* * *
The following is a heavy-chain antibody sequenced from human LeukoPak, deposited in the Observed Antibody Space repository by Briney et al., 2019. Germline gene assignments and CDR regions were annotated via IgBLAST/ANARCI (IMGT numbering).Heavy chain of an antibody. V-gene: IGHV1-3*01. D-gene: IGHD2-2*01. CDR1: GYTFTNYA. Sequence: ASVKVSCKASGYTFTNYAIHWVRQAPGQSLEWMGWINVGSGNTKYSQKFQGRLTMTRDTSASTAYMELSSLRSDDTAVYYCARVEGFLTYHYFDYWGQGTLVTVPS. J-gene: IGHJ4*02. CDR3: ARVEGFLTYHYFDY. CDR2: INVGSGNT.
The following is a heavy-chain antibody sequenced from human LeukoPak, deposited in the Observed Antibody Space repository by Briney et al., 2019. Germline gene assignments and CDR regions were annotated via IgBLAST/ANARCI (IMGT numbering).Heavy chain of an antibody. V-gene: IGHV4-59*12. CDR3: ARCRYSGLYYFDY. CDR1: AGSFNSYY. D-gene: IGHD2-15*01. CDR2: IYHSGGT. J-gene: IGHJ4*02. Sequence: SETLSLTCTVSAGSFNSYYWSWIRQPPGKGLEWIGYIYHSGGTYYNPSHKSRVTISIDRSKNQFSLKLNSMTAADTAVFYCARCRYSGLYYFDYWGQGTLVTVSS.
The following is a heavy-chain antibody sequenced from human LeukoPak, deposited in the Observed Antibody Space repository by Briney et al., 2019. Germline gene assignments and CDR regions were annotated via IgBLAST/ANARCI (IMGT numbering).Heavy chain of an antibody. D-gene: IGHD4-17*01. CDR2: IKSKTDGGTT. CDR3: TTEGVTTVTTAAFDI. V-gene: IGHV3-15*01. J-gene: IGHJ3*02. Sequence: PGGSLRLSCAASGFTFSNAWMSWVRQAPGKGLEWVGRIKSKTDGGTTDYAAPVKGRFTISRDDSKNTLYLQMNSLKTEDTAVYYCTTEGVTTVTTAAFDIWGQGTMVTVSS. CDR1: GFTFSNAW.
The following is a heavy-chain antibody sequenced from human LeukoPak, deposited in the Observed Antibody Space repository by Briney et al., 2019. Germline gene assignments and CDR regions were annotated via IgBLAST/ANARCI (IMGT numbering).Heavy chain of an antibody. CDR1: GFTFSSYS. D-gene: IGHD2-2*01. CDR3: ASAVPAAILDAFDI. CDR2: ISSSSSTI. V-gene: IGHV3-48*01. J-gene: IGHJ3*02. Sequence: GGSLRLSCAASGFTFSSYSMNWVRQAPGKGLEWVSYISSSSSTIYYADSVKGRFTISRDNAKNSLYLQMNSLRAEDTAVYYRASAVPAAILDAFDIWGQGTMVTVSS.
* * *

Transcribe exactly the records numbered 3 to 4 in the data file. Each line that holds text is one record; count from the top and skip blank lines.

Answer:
The following is a heavy-chain antibody sequenced from human LeukoPak, deposited in the Observed Antibody Space repository by Briney et al., 2019. Germline gene assignments and CDR regions were annotated via IgBLAST/ANARCI (IMGT numbering).Heavy chain of an antibody. D-gene: IGHD4-17*01. CDR2: IKSKTDGGTT. CDR3: TTEGVTTVTTAAFDI. V-gene: IGHV3-15*01. J-gene: IGHJ3*02. Sequence: PGGSLRLSCAASGFTFSNAWMSWVRQAPGKGLEWVGRIKSKTDGGTTDYAAPVKGRFTISRDDSKNTLYLQMNSLKTEDTAVYYCTTEGVTTVTTAAFDIWGQGTMVTVSS. CDR1: GFTFSNAW.
The following is a heavy-chain antibody sequenced from human LeukoPak, deposited in the Observed Antibody Space repository by Briney et al., 2019. Germline gene assignments and CDR regions were annotated via IgBLAST/ANARCI (IMGT numbering).Heavy chain of an antibody. CDR1: GFTFSSYS. D-gene: IGHD2-2*01. CDR3: ASAVPAAILDAFDI. CDR2: ISSSSSTI. V-gene: IGHV3-48*01. J-gene: IGHJ3*02. Sequence: GGSLRLSCAASGFTFSSYSMNWVRQAPGKGLEWVSYISSSSSTIYYADSVKGRFTISRDNAKNSLYLQMNSLRAEDTAVYYRASAVPAAILDAFDIWGQGTMVTVSS.